Until now, regulators have treated hacking incidents much like an act of God: unfortunate, but not really anyone's fault. That changes today in New York, where a new set of rules just went into effect that require certain companies to tighten up their cyber defenses.
While the long-awaited rules are the law of one state—and apply only to the finance industry—they are nonetheless going to affect a wide variety of companies, including ones outside New York. To understand what's in store, I spoke with Judy Selby and John Riggi, two executives at the accounting firm BDO, who have been tracking this closely. Here's a plain English run-down of what you need to know.
What do these regulations require companies to do?
Companies are now required to have a cyber-security plan in place. This includes things like network penetration testing, establishing cyber audit trails, and restricting access to customer data. Firms must also have a senior security officer and submit an annual compliance certificate.
"The days of saying, 'I have a great IT guy' are now over," says Selby, adding board members will now off to sign off on cybersecurity issues.
There are also new rules related to third-party vendors, which have been the source of some of the biggest corporate cyber disasters. Firms are now going to have take a closer look at any other company that has even indirect access to their networks.
Who has to comply with these rules?
Any banking, insurance, or brokerage firm that uses a license to operate in New York will have to comply with the certification requirements. But there are some exceptions, including for firms with fewer than 10 employees and those that do less than $5 million worth of business in the state.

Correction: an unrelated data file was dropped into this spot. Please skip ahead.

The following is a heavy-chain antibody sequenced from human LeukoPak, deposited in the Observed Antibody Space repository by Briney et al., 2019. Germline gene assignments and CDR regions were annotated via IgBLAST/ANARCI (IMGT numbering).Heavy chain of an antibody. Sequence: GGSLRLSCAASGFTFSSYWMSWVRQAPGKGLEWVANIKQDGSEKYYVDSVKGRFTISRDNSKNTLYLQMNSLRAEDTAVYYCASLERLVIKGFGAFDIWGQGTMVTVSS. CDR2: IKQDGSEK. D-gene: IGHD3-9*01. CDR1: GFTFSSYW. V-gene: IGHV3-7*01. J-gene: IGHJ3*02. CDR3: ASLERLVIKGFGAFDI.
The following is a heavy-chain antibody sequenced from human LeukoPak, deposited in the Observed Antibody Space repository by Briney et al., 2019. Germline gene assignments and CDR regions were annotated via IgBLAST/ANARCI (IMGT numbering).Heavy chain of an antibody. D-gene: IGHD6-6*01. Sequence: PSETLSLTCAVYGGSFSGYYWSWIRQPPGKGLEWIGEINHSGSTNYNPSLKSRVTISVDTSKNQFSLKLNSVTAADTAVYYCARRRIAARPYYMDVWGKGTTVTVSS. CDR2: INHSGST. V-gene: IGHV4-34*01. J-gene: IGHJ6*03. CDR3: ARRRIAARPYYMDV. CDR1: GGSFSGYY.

Once again, though, it's important to note the rules will affect third-party vendors because many of the financial firms are likely to expect such vendors—anyone from point-of-sale to payroll providers—to have cyber programs of their own.
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When does this go into effect?
The rules took effect on March 1, but the law provides 180 days for companies to get their cyber compliance programs in place. Firms have to submit their first statement saying they are following the rules by February 15, 2018.
Some of the rules don't go into effect, however, for 18 months. And the rules on third-party vendors don't go into place for two years.
What happens if a firm doesn't comply?
Good question. While New York state has a general power to fine firms that don't comply with financial regulations, the regulations don't specify any specific penalty. Also, the final version of the rules require firms to develop programs based on their particular risk profile (rather than a hard check list), so it won't always be clear if firm is in compliance.
Selby of BDO also notes the regulators will have their hands full overseeing the new rules so widespread audits are probably unlikely. But if a firm does incur a data breach, and it turns out the firm didn't have the right program in place, that would likely spell big trouble.